18. Interfaces between Block Copolymer Domains

    NASA Astrophysics Data System (ADS)

    Kim, Jaeup; Jeong, Seong-Jun; Kim, Sang Ouk

    2011-03-01

    Block copolymers naturally form nanometer scale structures which repeat their geometry on a larger scale. Such a small scale periodic pattern can be used for various applications such as storage media, nano-circuits and optical filters. However, perfect alignment of block copolymer domains in the macroscopic scale is still a distant dream. The nanostructure formation usually occurs with spontaneously broken symmetry; hence it is easily infected by topological defects which sneak in due to entropic fluctuation and incomplete annealing. Careful annealing can gradually reduce the number of defects, but once kinetically trapped, it is extremely difficult to remove all the defects. One of the main reasons is that the defect finds a locally metastable morphology whose potential depth is large enough to prohibit further morphology evolution. In this work, the domain boundaries between differently oriented lamellar structures in thin film are studied. For the first time, it became possible to quantitatively study the block copolymer morphology in the transitional region, and it was shown that the twisted grain boundary is energetically favorable compared to the T-junction grain boundary. [Nano Letters, 9, 2300 (2010)]. This theoretical method successfully explained the experimental results.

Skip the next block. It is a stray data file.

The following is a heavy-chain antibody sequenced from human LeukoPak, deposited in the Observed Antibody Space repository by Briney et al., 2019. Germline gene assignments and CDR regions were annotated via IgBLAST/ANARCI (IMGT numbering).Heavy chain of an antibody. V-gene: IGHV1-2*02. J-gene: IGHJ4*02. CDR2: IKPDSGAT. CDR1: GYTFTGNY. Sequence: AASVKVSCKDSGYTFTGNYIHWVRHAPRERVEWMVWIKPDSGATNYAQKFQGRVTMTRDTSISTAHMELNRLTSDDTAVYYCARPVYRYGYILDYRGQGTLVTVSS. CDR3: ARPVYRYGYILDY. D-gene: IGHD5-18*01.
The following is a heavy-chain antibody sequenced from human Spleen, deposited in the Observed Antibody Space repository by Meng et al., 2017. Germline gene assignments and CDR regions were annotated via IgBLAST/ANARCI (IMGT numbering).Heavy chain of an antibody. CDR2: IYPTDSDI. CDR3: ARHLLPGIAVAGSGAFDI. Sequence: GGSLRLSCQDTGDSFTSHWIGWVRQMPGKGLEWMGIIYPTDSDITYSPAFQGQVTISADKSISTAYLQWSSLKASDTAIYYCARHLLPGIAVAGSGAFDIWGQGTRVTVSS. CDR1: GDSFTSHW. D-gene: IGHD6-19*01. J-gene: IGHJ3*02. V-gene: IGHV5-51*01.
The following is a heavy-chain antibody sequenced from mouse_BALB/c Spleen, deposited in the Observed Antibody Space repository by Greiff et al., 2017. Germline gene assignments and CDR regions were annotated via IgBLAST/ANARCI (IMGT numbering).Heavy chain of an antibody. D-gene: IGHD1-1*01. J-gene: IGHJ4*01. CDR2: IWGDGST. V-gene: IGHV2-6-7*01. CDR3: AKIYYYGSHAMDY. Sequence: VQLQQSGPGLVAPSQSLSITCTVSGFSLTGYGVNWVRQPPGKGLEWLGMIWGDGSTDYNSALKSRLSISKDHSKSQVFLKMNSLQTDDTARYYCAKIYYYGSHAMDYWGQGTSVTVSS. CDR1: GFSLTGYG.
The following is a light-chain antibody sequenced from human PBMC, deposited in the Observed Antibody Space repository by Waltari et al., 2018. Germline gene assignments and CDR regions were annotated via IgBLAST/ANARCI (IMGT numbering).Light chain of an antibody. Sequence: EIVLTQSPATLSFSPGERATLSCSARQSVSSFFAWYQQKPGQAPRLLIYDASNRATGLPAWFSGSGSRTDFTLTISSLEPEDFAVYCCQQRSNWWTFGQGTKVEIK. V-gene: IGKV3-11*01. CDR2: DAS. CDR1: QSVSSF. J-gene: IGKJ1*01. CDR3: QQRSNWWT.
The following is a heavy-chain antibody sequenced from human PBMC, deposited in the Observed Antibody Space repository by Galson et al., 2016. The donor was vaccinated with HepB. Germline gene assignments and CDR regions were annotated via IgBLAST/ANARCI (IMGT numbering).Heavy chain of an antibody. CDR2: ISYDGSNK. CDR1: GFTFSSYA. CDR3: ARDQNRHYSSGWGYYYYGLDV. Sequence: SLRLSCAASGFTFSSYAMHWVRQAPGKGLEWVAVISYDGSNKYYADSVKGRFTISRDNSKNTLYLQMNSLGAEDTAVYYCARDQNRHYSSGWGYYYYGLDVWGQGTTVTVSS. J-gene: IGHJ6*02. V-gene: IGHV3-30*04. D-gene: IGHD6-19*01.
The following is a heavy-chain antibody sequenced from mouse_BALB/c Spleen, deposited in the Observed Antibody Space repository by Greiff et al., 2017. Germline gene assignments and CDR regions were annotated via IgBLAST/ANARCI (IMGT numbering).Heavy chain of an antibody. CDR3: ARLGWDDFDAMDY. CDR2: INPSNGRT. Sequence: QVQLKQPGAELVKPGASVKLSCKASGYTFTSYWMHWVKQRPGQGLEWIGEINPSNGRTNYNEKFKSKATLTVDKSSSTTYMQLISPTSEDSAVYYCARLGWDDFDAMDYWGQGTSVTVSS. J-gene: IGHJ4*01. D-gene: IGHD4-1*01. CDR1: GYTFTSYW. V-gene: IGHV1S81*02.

19. Word Domain Disambiguation via Word Sense Disambiguation

    SciTech Connect

    Sanfilippo, Antonio P.; Tratz, Stephen C.; Gregory, Michelle L.

    2006-06-04

    Word subject domains have been widely used to improve the perform-ance of word sense disambiguation al-gorithms. However, comparatively little effort has been devoted so far to the disambiguation of word subject do-mains. The few existing approaches have focused on the development of al-gorithms specific to word domain dis-ambiguation. In this paper we explore an alternative approach where word domain disambiguation is achieved via word sense disambiguation. Our study shows that this approach yields very strong results, suggesting that word domain disambiguation can be ad-dressed in terms of word sense disam-biguation with no need for special purpose algorithms.

  20. Single-domain antibodies for biomedical applications.

    PubMed